In Arabidopsis, the L1 box, an 8-bp motif (5′-TAAATG(C/T)A-3′), has been identified as the target of ATML1 protein and conserved within promoter regions of the L1 layer-specific genes (Abe et al. 2001). Similar to the L1 box, a sequence “TAAATGCC” with only one base difference was found 436 bp upstream from the cloned OSTF1 cDNA (data not shown). These findings indicate that dicot and monocot plants may have common transcriptional factors and cis-regulatory elements driving epidermis-specific expressions, although they exhibit distinct patterns in embryo development. However, unlike the spatial specificity of the remaining HD-GL2 members, OSTF1 transcripts are never totally absent from the inner cell mass of embryo or endosperm at the early developmental stages (Fig. 6). This preferential, but not specific, expression of OSTF1 in epidermis is consistent with the fact that OSTF1 does not belong to any subfamily of the HD-GL2 proteins (Fig. 2). OSTF1 represents a HD-GL2 member with least sequence similarity to the identified genes from various plants.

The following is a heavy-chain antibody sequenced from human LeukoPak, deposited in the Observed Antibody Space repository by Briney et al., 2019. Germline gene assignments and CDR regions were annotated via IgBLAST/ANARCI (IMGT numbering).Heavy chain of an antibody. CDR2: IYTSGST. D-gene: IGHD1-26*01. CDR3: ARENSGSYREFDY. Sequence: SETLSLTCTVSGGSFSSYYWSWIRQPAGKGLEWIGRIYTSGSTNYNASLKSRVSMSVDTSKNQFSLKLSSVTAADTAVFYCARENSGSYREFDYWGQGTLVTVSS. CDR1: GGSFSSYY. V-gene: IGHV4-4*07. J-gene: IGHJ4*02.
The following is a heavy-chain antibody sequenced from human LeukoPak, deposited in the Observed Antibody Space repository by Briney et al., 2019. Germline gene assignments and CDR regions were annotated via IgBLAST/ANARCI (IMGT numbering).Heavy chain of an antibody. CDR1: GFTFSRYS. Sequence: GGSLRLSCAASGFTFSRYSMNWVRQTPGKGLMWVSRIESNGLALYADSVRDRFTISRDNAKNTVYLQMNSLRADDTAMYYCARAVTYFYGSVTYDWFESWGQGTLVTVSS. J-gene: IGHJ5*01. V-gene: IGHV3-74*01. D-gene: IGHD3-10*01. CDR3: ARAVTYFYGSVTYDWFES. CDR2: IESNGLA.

Materials and Methods
Growth conditions and collection procedures for plant materials
Rice plants (Oryza sativa cv. TNG67) were grown in the field or in pots containing field soil from February to June. Young panicles were collected by hand-dissection. Meiosis panicles were collected from plants (internode below flag leaf = 1–5 cm) containing spikelets undergoing meiosis. Flowering spikelets were collected while the lemma and palea remained open and pollen was releasing. Rice grains were marked and collected each day from 1 to 9 DAP. The grains collected at 1–5 DAP were mixed and separated into upper and lower parts by cutting at the middle. Roots were collected from water-cultured plants 3–5 d after germination. Samples for RNA extraction were pooled, immediately frozen in liquid nitrogen, and then stored at –80°C before analysis.